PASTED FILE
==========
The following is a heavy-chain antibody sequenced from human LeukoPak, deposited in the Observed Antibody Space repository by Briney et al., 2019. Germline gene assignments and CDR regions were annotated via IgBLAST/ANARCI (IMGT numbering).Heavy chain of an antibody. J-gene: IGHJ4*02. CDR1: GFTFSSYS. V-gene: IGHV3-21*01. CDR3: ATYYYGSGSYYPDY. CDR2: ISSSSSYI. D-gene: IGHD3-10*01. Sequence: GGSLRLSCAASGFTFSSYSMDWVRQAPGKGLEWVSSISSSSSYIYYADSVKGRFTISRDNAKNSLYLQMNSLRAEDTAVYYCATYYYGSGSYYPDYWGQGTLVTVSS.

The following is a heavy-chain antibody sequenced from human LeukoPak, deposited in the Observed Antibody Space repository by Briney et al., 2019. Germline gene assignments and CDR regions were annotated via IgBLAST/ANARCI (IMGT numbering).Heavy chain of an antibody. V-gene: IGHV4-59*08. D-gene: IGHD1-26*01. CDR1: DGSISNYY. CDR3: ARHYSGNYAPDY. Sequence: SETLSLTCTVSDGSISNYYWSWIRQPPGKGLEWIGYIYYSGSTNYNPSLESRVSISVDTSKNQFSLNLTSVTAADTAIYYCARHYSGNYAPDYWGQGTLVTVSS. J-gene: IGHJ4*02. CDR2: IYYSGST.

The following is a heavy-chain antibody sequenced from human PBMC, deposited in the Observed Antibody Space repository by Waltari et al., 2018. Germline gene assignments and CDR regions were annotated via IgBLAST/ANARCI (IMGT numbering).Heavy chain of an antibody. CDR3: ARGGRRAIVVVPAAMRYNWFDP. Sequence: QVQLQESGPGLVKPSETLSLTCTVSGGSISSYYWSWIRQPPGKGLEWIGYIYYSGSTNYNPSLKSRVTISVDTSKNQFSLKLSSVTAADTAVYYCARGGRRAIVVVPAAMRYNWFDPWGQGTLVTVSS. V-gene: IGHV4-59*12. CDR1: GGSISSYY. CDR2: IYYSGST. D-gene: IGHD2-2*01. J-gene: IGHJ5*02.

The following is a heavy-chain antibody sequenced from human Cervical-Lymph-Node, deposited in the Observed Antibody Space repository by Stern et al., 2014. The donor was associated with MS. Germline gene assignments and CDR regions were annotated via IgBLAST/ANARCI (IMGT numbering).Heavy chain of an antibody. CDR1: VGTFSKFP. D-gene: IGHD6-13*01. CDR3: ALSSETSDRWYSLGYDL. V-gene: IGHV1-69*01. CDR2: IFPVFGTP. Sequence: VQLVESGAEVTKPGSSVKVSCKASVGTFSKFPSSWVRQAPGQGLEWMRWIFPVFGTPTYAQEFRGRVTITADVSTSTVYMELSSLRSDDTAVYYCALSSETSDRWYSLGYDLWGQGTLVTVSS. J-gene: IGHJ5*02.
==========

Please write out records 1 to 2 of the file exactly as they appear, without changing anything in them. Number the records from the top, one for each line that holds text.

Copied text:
The following is a heavy-chain antibody sequenced from human LeukoPak, deposited in the Observed Antibody Space repository by Briney et al., 2019. Germline gene assignments and CDR regions were annotated via IgBLAST/ANARCI (IMGT numbering).Heavy chain of an antibody. J-gene: IGHJ4*02. CDR1: GFTFSSYS. V-gene: IGHV3-21*01. CDR3: ATYYYGSGSYYPDY. CDR2: ISSSSSYI. D-gene: IGHD3-10*01. Sequence: GGSLRLSCAASGFTFSSYSMDWVRQAPGKGLEWVSSISSSSSYIYYADSVKGRFTISRDNAKNSLYLQMNSLRAEDTAVYYCATYYYGSGSYYPDYWGQGTLVTVSS.

The following is a heavy-chain antibody sequenced from human LeukoPak, deposited in the Observed Antibody Space repository by Briney et al., 2019. Germline gene assignments and CDR regions were annotated via IgBLAST/ANARCI (IMGT numbering).Heavy chain of an antibody. V-gene: IGHV4-59*08. D-gene: IGHD1-26*01. CDR1: DGSISNYY. CDR3: ARHYSGNYAPDY. Sequence: SETLSLTCTVSDGSISNYYWSWIRQPPGKGLEWIGYIYYSGSTNYNPSLESRVSISVDTSKNQFSLNLTSVTAADTAIYYCARHYSGNYAPDYWGQGTLVTVSS. J-gene: IGHJ4*02. CDR2: IYYSGST.